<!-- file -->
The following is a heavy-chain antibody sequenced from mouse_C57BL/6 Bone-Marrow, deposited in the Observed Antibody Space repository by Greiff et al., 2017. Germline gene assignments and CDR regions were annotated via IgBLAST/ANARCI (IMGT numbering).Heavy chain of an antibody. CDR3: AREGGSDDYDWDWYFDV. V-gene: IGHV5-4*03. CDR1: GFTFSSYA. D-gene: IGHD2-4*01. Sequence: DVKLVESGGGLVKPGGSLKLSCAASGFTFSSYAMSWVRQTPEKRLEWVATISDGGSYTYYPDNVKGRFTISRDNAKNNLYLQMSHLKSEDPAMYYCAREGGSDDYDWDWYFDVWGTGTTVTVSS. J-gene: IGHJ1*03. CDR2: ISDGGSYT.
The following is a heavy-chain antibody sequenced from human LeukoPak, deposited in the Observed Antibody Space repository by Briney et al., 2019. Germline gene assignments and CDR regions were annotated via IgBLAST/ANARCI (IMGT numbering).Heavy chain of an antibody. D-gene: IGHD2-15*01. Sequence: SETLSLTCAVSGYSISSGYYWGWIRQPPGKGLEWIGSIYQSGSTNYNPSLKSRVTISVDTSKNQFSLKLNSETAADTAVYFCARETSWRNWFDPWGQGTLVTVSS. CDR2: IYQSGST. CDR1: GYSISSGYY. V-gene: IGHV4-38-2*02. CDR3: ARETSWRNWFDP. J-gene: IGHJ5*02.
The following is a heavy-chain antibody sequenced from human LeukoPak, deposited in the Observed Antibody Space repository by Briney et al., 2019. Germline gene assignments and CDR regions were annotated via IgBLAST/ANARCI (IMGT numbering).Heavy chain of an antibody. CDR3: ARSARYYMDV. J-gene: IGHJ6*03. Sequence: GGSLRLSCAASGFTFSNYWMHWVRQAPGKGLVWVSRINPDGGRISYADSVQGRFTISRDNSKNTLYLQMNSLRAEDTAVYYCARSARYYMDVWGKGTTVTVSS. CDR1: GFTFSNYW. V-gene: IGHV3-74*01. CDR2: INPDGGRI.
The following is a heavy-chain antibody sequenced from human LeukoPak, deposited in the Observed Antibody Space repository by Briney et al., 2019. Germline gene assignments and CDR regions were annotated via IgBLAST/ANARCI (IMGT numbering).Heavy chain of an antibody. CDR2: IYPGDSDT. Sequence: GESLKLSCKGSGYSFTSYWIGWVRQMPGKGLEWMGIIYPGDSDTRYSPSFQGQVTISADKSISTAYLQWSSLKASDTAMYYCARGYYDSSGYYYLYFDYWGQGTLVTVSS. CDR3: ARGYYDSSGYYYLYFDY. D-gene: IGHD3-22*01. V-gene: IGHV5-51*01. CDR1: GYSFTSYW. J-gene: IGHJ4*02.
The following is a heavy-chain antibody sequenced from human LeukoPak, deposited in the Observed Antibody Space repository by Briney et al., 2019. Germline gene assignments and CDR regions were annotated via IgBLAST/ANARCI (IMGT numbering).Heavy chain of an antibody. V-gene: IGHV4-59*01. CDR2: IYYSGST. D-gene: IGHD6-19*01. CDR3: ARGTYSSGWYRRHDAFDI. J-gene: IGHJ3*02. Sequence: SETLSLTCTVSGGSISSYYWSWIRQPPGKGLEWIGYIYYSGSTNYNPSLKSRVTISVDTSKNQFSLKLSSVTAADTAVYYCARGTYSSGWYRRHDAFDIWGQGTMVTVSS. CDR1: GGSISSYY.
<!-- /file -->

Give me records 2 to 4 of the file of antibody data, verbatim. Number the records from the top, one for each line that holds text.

The following is a heavy-chain antibody sequenced from human LeukoPak, deposited in the Observed Antibody Space repository by Briney et al., 2019. Germline gene assignments and CDR regions were annotated via IgBLAST/ANARCI (IMGT numbering).Heavy chain of an antibody. D-gene: IGHD2-15*01. Sequence: SETLSLTCAVSGYSISSGYYWGWIRQPPGKGLEWIGSIYQSGSTNYNPSLKSRVTISVDTSKNQFSLKLNSETAADTAVYFCARETSWRNWFDPWGQGTLVTVSS. CDR2: IYQSGST. CDR1: GYSISSGYY. V-gene: IGHV4-38-2*02. CDR3: ARETSWRNWFDP. J-gene: IGHJ5*02.
The following is a heavy-chain antibody sequenced from human LeukoPak, deposited in the Observed Antibody Space repository by Briney et al., 2019. Germline gene assignments and CDR regions were annotated via IgBLAST/ANARCI (IMGT numbering).Heavy chain of an antibody. CDR3: ARSARYYMDV. J-gene: IGHJ6*03. Sequence: GGSLRLSCAASGFTFSNYWMHWVRQAPGKGLVWVSRINPDGGRISYADSVQGRFTISRDNSKNTLYLQMNSLRAEDTAVYYCARSARYYMDVWGKGTTVTVSS. CDR1: GFTFSNYW. V-gene: IGHV3-74*01. CDR2: INPDGGRI.
The following is a heavy-chain antibody sequenced from human LeukoPak, deposited in the Observed Antibody Space repository by Briney et al., 2019. Germline gene assignments and CDR regions were annotated via IgBLAST/ANARCI (IMGT numbering).Heavy chain of an antibody. CDR2: IYPGDSDT. Sequence: GESLKLSCKGSGYSFTSYWIGWVRQMPGKGLEWMGIIYPGDSDTRYSPSFQGQVTISADKSISTAYLQWSSLKASDTAMYYCARGYYDSSGYYYLYFDYWGQGTLVTVSS. CDR3: ARGYYDSSGYYYLYFDY. D-gene: IGHD3-22*01. V-gene: IGHV5-51*01. CDR1: GYSFTSYW. J-gene: IGHJ4*02.